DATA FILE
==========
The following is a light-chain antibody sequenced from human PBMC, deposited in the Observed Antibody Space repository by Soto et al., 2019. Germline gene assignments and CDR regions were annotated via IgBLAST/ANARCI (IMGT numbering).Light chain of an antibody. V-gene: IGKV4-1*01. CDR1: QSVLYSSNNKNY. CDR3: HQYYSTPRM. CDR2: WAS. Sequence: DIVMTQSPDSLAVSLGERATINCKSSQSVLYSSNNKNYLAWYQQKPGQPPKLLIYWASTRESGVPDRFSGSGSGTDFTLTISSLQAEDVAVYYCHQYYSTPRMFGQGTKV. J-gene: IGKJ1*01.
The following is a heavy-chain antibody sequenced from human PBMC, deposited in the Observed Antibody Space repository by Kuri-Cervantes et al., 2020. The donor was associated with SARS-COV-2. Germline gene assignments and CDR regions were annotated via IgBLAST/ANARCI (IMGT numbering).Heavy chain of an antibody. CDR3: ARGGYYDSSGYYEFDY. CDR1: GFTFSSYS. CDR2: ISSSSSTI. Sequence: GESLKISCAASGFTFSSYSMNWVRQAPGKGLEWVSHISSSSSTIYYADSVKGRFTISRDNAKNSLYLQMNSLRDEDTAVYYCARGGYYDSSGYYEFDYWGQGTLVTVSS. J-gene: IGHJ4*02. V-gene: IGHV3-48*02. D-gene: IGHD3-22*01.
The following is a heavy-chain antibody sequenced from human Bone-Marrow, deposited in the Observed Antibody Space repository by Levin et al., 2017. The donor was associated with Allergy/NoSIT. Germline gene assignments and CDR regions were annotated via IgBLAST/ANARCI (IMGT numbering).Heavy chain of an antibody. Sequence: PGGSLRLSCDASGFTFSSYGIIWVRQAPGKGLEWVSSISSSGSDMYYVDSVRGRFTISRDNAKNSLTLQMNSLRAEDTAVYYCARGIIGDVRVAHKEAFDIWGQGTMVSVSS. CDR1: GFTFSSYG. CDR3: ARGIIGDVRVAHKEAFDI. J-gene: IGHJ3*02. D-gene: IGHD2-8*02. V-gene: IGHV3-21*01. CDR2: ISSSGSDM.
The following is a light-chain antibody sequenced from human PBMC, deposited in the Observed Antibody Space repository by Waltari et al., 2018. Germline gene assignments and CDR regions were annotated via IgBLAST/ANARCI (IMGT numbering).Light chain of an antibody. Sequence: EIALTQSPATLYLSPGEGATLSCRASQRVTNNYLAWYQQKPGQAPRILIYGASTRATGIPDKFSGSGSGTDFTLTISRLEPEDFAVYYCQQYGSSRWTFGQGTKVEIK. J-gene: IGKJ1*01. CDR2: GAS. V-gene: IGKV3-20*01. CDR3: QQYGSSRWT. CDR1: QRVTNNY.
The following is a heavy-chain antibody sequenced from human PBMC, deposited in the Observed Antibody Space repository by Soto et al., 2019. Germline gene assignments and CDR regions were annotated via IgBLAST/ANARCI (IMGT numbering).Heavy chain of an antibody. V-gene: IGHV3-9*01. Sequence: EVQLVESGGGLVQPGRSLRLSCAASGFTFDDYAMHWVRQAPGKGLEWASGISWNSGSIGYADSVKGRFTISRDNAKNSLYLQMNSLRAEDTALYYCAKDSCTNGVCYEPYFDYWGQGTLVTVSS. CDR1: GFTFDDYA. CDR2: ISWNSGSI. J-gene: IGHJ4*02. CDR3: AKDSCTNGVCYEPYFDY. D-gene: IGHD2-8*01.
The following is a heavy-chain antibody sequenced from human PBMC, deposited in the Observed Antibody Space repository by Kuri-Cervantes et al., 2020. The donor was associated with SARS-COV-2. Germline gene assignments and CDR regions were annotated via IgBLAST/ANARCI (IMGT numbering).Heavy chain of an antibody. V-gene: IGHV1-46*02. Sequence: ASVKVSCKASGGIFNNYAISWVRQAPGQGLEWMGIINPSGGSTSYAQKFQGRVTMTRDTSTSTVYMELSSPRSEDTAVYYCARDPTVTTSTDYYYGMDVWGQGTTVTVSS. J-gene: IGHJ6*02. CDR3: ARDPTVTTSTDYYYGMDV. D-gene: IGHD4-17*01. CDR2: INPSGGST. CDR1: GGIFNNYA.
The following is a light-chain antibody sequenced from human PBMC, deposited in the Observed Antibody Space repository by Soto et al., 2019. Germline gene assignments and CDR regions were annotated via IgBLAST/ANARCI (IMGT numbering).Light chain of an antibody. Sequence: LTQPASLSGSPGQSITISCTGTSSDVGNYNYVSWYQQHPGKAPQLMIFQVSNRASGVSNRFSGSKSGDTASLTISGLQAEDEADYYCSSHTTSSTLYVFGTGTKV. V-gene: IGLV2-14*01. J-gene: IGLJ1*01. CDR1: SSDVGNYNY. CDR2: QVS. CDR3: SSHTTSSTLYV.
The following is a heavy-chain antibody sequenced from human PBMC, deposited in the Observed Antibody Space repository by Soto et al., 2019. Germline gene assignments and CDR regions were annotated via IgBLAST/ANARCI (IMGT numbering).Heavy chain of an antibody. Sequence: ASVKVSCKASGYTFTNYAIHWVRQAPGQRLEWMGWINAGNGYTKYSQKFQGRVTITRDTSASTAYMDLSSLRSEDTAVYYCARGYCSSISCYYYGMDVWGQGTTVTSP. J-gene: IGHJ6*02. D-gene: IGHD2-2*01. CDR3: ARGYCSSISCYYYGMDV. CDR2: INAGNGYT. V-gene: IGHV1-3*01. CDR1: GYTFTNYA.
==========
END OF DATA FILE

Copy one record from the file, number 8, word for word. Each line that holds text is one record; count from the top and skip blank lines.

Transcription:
The following is a heavy-chain antibody sequenced from human PBMC, deposited in the Observed Antibody Space repository by Soto et al., 2019. Germline gene assignments and CDR regions were annotated via IgBLAST/ANARCI (IMGT numbering).Heavy chain of an antibody. Sequence: ASVKVSCKASGYTFTNYAIHWVRQAPGQRLEWMGWINAGNGYTKYSQKFQGRVTITRDTSASTAYMDLSSLRSEDTAVYYCARGYCSSISCYYYGMDVWGQGTTVTSP. J-gene: IGHJ6*02. D-gene: IGHD2-2*01. CDR3: ARGYCSSISCYYYGMDV. CDR2: INAGNGYT. V-gene: IGHV1-3*01. CDR1: GYTFTNYA.